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Pressure builds to shutter Tampere dolphinarium

The struggle to shut down the dolphinarium at Tampere’s Särkänniemi theme park has taken on an international dimension. A  United States expert on the marine mammals has entered the fray, calling for the closure of facilities in Sweden and Finland.

Delfiinejä Särkänniemen delfinaariossa Tampereella. Kuva on otettu vuonna 2010.
Campaigners are calling for an end to dolphin captivity at Tampere's Särkänniemi theme park. Image: Mika Kanerva / Yle

The drive for the dolphin park to be shuttered gathered steam following a proposal in May by Tampere city councilors. In the latest turn, the animal rights group Justice for Animals (Oikeutta eläimille) has enlisted the support of dolphin expert and former trainer Ric O’Barry in an effort to free the dolphins currently being held in captivity in Tampere’s Särkänniemi theme park.

Perhaps best known for his work training the animal star of the hit US family television series Flipper, O’Barry called for the closure of the Tamper dolphinarium in a statement by Justice for Animals.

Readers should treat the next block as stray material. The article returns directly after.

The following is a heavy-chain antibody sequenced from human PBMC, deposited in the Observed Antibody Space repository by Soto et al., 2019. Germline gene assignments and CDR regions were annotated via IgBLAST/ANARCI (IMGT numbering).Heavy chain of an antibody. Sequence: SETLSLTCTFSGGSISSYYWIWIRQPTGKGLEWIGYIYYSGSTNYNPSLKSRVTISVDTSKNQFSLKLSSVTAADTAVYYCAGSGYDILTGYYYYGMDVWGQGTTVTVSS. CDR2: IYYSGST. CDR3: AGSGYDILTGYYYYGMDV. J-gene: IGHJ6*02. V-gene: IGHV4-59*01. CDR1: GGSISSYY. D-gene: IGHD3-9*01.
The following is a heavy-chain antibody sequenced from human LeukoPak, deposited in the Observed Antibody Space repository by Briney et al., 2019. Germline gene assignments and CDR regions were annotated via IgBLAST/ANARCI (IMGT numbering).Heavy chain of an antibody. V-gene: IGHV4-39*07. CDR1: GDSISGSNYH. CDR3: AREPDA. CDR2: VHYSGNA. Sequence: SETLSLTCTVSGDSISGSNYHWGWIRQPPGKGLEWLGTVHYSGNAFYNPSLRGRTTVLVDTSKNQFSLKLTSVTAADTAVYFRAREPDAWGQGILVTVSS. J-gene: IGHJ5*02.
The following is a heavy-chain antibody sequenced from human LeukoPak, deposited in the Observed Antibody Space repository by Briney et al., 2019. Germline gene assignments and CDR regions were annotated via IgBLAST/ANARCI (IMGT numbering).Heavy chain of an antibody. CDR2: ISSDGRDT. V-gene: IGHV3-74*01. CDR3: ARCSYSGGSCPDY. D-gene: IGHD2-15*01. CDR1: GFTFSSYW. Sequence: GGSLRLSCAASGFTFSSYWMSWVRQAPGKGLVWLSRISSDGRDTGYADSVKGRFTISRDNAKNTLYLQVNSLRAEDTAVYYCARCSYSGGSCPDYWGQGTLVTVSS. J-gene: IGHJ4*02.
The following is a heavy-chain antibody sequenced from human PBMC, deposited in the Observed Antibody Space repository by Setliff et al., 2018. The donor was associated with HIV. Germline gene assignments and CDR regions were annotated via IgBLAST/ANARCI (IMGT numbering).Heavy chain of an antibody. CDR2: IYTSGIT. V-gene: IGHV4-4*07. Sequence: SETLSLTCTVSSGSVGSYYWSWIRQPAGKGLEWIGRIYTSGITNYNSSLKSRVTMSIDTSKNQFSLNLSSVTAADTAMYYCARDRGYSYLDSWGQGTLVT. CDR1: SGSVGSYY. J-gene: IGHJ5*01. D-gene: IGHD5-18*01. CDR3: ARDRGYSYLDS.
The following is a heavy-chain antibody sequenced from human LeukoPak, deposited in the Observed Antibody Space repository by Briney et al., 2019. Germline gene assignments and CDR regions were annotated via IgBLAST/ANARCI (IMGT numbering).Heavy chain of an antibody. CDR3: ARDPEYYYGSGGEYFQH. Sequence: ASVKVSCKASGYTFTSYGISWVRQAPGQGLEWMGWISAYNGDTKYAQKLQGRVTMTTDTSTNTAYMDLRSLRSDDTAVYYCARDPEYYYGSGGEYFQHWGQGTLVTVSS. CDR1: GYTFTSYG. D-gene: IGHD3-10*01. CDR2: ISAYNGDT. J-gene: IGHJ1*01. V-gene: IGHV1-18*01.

“I have decades of experience working with dolphins. My experiences have reinforced my belief that dolphins should not be held in captivity. The Särkänniemi dolphinarium must be closed,” O’Barry said in the statement.

Campaign ongoing to close Swedish facility

O’Barry is also campaigning for officials to bolt the gates of a similar facility in Sweden, at the Kolmården Wildlife Park. Supporters of the move to end dolphin captivity have organised a demonstration to take place at the Swedish zoo on July 5. Sweden’s only dolphinarium opened in 1969 and is currently home to 10 of the marine mammals.

The group Justice for Animals said it has organised a petition to gather wider support to close the Tampere facility.

“Nowadays dolphins are considered to be conscious and intelligent animals and there are still discussions ongoing about closing dolphinariums in the world. We in Finland should also consider whether it’s acceptable to keep wild marine animals in captivity,” said the organisation’s Krista Muurimaa.

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